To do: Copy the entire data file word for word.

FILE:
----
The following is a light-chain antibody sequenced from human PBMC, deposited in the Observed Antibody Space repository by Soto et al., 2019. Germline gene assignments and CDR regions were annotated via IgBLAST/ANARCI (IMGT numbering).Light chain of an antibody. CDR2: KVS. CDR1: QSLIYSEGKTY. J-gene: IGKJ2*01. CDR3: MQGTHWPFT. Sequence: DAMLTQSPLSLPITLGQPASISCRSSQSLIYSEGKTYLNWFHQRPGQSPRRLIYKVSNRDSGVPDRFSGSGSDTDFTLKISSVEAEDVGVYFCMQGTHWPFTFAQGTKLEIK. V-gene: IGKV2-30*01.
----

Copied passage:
The following is a light-chain antibody sequenced from human PBMC, deposited in the Observed Antibody Space repository by Soto et al., 2019. Germline gene assignments and CDR regions were annotated via IgBLAST/ANARCI (IMGT numbering).Light chain of an antibody. CDR2: KVS. CDR1: QSLIYSEGKTY. J-gene: IGKJ2*01. CDR3: MQGTHWPFT. Sequence: DAMLTQSPLSLPITLGQPASISCRSSQSLIYSEGKTYLNWFHQRPGQSPRRLIYKVSNRDSGVPDRFSGSGSDTDFTLKISSVEAEDVGVYFCMQGTHWPFTFAQGTKLEIK. V-gene: IGKV2-30*01.